|Origin time 20:04 CST|
Depth 20.0 km (12.4 mi)
Casualties 106 killed
|Magnitude 6.3 ML|
Areas affected Baihe, Tainan, Taiwan
Date 18 January 1964
|Similar 1935 Shinchiku‑Taichū earthquake, 2006 Hengchun earthquakes, 2010 Kaohsiung earthquakes, 2016 Taiwan earthquake, China Airlines Flight 140|
The 1964 Baihe earthquake (Chinese: 1964年白河大地震; pinyin: 1964 nián Báihé dà dìzhèn), also known as the Great Baihe earthquake, measured 6.3 local magnitude, and occurred at 20:04 CST (UTC+8) on 18 January in Baihe Township of Tainan County (now part of Tainan City), Taiwan. The hypocenter of the earthquake was 20 kilometers deep. The earthquake killed 106 people, destroyed 10,924 buildings, and caused a great fire in Jiayi City. It was the sixth deadliest earthquake in 20th century Taiwan, and the third deadliest post-World War II, after the 921 earthquake and the 2016 Taiwan earthquake
The earthquake struck at 20:05 on Saturday January 18, 1964, affecting the heavily populated Chiayi-Tainan plain (Chianan Plain) area of central-southern Taiwan. The epicentre was near the town of Baihe, in northeastern Tainan County and at a focal depth of 20 km. It was the most serious historical quake resulting from a rupture in the Chukou Fault (Chinese: 觸口斷層; pinyin: Chùkǒu duàncéng).
According to Taiwan's Central Weather Bureau, the casualties and damage were as follows:
The cost of repairing the damage to public buildings in Tainan County alone was estimated at NT$191 million (in 1964 New Taiwan Dollars).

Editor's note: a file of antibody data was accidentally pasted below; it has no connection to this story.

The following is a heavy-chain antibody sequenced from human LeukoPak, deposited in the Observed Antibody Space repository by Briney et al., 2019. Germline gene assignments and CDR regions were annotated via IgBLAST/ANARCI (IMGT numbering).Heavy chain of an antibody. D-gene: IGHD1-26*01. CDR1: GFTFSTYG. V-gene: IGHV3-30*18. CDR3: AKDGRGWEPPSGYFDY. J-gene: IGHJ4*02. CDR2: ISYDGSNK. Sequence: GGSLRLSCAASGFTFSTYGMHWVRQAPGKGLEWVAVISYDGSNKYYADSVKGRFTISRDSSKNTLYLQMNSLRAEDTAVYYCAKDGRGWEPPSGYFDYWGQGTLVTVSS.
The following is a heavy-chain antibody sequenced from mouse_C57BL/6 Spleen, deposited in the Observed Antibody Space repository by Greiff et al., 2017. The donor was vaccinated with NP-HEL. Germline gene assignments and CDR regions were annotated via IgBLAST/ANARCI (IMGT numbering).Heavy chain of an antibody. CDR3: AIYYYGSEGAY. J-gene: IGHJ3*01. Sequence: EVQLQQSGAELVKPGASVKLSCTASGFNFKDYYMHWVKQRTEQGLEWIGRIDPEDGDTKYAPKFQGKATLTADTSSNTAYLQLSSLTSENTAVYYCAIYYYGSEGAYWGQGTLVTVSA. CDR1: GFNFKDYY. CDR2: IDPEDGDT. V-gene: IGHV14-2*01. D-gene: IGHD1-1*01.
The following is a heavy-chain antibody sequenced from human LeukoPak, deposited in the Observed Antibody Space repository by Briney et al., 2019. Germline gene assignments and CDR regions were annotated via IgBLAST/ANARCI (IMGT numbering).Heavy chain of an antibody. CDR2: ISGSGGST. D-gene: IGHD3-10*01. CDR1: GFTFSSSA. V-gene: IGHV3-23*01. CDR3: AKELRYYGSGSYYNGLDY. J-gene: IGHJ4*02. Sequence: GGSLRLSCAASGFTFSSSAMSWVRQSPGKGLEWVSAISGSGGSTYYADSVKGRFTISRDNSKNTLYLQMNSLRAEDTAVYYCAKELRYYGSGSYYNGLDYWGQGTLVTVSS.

The effects of the quake depended on the ground on which buildings stood. On the softer ground of Baihe and Dongshan, Tainan, concrete structures fared better than wooden ones, whereas on the harder earth of Nanxi and Yujing the reverse was true, with concrete buildings suffering more damage.
In Jiayi City the damage from the earthquake was not so severe, however there was some damage, mainly to older, structurally weak wooden houses. The main cause of disaster in Jiayi was the fire that resulted from the quake. Aftershocks meant that residents and firefighters feared to approach the blaze to tackle it, thus letting it spread until it consumed 174 households in central Jiayi.
There was no official disaster management policy in effect in Taiwan at the time - relief and reconstruction was carried out on an ad hoc basis by the military and police forces. The earthquake forced a rethink of this lack, and the following year the Standard Procedure for Natural Disaster Assistance was promulgated by the Taiwan Provincial Government.